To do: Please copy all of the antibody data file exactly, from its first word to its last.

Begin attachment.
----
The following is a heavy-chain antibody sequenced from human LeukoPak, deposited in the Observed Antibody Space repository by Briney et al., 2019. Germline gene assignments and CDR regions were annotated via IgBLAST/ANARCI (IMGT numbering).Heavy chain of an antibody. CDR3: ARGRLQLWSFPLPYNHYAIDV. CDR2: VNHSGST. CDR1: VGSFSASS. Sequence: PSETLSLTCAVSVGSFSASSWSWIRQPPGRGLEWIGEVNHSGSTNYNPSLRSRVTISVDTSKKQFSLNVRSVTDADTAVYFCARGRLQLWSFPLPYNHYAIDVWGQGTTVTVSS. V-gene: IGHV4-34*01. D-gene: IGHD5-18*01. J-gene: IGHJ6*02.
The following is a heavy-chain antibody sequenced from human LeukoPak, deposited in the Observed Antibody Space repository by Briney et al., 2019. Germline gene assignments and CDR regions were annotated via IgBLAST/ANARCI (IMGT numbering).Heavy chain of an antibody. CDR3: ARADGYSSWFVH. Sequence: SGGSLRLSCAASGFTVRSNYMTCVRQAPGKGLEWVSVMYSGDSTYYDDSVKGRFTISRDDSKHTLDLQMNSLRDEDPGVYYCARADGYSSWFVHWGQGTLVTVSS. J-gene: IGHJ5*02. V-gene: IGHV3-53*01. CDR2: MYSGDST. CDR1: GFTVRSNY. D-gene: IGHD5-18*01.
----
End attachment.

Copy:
The following is a heavy-chain antibody sequenced from human LeukoPak, deposited in the Observed Antibody Space repository by Briney et al., 2019. Germline gene assignments and CDR regions were annotated via IgBLAST/ANARCI (IMGT numbering).Heavy chain of an antibody. CDR3: ARGRLQLWSFPLPYNHYAIDV. CDR2: VNHSGST. CDR1: VGSFSASS. Sequence: PSETLSLTCAVSVGSFSASSWSWIRQPPGRGLEWIGEVNHSGSTNYNPSLRSRVTISVDTSKKQFSLNVRSVTDADTAVYFCARGRLQLWSFPLPYNHYAIDVWGQGTTVTVSS. V-gene: IGHV4-34*01. D-gene: IGHD5-18*01. J-gene: IGHJ6*02.
The following is a heavy-chain antibody sequenced from human LeukoPak, deposited in the Observed Antibody Space repository by Briney et al., 2019. Germline gene assignments and CDR regions were annotated via IgBLAST/ANARCI (IMGT numbering).Heavy chain of an antibody. CDR3: ARADGYSSWFVH. Sequence: SGGSLRLSCAASGFTVRSNYMTCVRQAPGKGLEWVSVMYSGDSTYYDDSVKGRFTISRDDSKHTLDLQMNSLRDEDPGVYYCARADGYSSWFVHWGQGTLVTVSS. J-gene: IGHJ5*02. V-gene: IGHV3-53*01. CDR2: MYSGDST. CDR1: GFTVRSNY. D-gene: IGHD5-18*01.